"Mi-Parti" for symphony orchestra (1975-1976) is a single-movement work in two parts. In the first part, eight chord aggregates of twelve notes each provide a background harmony from which melodic lines arise. Phrases are increasingly shortened, creating suspense and tension. The second part can itself be seen as two sections, each beginning with brass.fanfare. This is a very ghostly-sounding piece, and though hailed as a masterpiece, Lutoslawski himself was critical of the work's complexity, and resolved to use simpler chords in the future. This resulted in the clear and open sounds of his final phrase, inaugurated by the Third Symphony.
"Overture for strings" (1949) is a throughly unremarkable piece.
Performances are solid here, and production values are wonderful. The Naxos line of Lutoslawski pieces with these performers and conductors rarely disappoint (I can think only of their "Piano Concerto"), and I have no complaint about this disc here. While none of these pieces are as strong as the composer's Third Symphony or his Piano Concerto, this disc makes a worthy purchase once the listener has heard more renown part of this great Polish composer's oeuvre."
Waiting for the Definitive Recording of the Concerto for Orc
Grady Harp | Los Angeles, CA United States | 06/04/2007
(4 out of 5 stars)
"Witold Lutoslawski's importance in the catalogue of classical music grows with every year since his death in 1994. His long association with particular orchestras in this country (especially the Los Angeles Philharmonic for whom he composed his Fanfare 1993 and awarded the premiere recording of his Symphony No. 4) makes his music available to just about every major orchestra and audience. His creative orchestration rivals the finest of any composer of the last century and the works contained on this CD reflect a fairly wide range of his gifts. Of all the Lutoslawski works his 'Concerto for Orchestra' 1954 remains the most popular despite the fact that his four symphonies and his song cycles find more and more frequent performances. Apparently Lutoslawski wished the attention given to his Concerto for Orchestra would fall into the shadow of his more 'major' works, but audiences continue to be swept away by the sheer drama and technical brilliance the piece affords.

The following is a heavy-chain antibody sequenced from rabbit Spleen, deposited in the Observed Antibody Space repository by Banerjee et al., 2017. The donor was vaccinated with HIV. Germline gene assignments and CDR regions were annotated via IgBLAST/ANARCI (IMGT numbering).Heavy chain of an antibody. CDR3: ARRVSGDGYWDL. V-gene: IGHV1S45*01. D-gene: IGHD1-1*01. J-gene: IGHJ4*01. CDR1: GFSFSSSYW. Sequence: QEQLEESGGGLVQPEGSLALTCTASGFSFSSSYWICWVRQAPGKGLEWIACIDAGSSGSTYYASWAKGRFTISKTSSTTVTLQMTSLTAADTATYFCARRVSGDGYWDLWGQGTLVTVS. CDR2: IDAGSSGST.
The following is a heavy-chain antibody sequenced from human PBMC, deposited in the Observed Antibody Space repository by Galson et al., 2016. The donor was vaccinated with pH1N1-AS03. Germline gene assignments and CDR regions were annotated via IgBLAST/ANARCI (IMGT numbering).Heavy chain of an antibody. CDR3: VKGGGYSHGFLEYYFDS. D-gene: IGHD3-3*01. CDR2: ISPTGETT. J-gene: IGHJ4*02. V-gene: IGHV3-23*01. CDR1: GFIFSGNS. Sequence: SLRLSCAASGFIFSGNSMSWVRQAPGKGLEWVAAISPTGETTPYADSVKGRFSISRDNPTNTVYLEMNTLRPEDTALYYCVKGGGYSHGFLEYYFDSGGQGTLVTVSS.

Antoni Wit has long been a champion of the works of Lutoslawski, Gorecki, Penderecki and the other important Polish composers and his performance here with the National Symphony Orchestra of Polish Radio and Television gives the Concerto its due. But a substantial, adequate performance is all that is offered. Lutoslawski loved conducting his own works (his presence in front of an orchestra was one more of profound respect for his compositional techniques rather than his ability in baton technique!) and yet even the few recordings of the composer conducting his compositions fail to reach the heights heard in the halls of the great orchestras. We still must wait for a definitive recording, but until that time Wit recreates some of the glory of the score.
While many may purchase this CD in hopes of a truly fine Concerto performance, the other works included here are very well played: the Overture for Strings is particularly clean, and the Henri Michaux poems for chorus, strings & percussion and the Mi-Parti are radiant. The quality of this Naxos recording lacks presence, but that is the only flaw in this very inexpensive introduction to works by Lutoslawski. His time is now and hopefully better recordings will follow soon. Grady Harp, June 07 "